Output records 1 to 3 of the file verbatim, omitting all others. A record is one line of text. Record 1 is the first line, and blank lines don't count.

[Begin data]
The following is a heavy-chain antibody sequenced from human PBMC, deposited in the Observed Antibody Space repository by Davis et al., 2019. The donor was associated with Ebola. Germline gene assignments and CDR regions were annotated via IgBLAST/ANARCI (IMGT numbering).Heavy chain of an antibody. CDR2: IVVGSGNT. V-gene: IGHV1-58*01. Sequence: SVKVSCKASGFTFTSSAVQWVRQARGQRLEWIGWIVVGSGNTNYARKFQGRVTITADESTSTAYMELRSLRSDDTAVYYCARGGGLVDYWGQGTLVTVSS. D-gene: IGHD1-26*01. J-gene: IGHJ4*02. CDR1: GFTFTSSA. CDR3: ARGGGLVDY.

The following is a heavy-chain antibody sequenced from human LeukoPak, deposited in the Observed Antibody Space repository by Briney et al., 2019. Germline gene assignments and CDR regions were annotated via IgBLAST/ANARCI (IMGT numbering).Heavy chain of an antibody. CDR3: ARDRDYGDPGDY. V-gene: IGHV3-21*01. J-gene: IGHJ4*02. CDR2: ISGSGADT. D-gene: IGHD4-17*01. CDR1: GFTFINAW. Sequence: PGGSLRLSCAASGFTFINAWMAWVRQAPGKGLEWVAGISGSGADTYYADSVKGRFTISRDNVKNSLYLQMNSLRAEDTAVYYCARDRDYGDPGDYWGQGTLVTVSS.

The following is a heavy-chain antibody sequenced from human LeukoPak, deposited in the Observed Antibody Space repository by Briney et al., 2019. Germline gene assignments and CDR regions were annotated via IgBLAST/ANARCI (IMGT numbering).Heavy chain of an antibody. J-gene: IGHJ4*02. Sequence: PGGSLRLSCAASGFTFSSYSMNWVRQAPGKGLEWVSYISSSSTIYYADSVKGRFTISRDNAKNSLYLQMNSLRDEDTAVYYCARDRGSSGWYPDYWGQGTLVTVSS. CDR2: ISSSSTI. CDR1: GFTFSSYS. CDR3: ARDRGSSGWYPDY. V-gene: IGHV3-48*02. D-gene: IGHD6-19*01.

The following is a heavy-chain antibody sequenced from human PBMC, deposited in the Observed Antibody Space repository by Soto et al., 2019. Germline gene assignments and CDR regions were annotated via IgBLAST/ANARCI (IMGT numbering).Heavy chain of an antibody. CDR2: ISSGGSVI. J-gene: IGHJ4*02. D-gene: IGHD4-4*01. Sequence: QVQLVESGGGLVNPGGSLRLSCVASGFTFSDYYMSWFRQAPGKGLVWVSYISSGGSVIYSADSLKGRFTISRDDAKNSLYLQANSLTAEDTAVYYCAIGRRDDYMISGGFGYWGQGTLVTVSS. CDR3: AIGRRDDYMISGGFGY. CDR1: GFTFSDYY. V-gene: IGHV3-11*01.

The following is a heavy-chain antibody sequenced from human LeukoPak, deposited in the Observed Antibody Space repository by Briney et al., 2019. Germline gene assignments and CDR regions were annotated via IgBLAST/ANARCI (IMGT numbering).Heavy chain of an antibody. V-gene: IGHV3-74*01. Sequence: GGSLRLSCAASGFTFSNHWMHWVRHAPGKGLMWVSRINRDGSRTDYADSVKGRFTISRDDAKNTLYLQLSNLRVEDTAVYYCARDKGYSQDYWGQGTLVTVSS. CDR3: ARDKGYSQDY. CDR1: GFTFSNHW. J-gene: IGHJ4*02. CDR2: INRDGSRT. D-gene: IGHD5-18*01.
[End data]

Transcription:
The following is a heavy-chain antibody sequenced from human PBMC, deposited in the Observed Antibody Space repository by Davis et al., 2019. The donor was associated with Ebola. Germline gene assignments and CDR regions were annotated via IgBLAST/ANARCI (IMGT numbering).Heavy chain of an antibody. CDR2: IVVGSGNT. V-gene: IGHV1-58*01. Sequence: SVKVSCKASGFTFTSSAVQWVRQARGQRLEWIGWIVVGSGNTNYARKFQGRVTITADESTSTAYMELRSLRSDDTAVYYCARGGGLVDYWGQGTLVTVSS. D-gene: IGHD1-26*01. J-gene: IGHJ4*02. CDR1: GFTFTSSA. CDR3: ARGGGLVDY.

The following is a heavy-chain antibody sequenced from human LeukoPak, deposited in the Observed Antibody Space repository by Briney et al., 2019. Germline gene assignments and CDR regions were annotated via IgBLAST/ANARCI (IMGT numbering).Heavy chain of an antibody. CDR3: ARDRDYGDPGDY. V-gene: IGHV3-21*01. J-gene: IGHJ4*02. CDR2: ISGSGADT. D-gene: IGHD4-17*01. CDR1: GFTFINAW. Sequence: PGGSLRLSCAASGFTFINAWMAWVRQAPGKGLEWVAGISGSGADTYYADSVKGRFTISRDNVKNSLYLQMNSLRAEDTAVYYCARDRDYGDPGDYWGQGTLVTVSS.

The following is a heavy-chain antibody sequenced from human LeukoPak, deposited in the Observed Antibody Space repository by Briney et al., 2019. Germline gene assignments and CDR regions were annotated via IgBLAST/ANARCI (IMGT numbering).Heavy chain of an antibody. J-gene: IGHJ4*02. Sequence: PGGSLRLSCAASGFTFSSYSMNWVRQAPGKGLEWVSYISSSSTIYYADSVKGRFTISRDNAKNSLYLQMNSLRDEDTAVYYCARDRGSSGWYPDYWGQGTLVTVSS. CDR2: ISSSSTI. CDR1: GFTFSSYS. CDR3: ARDRGSSGWYPDY. V-gene: IGHV3-48*02. D-gene: IGHD6-19*01.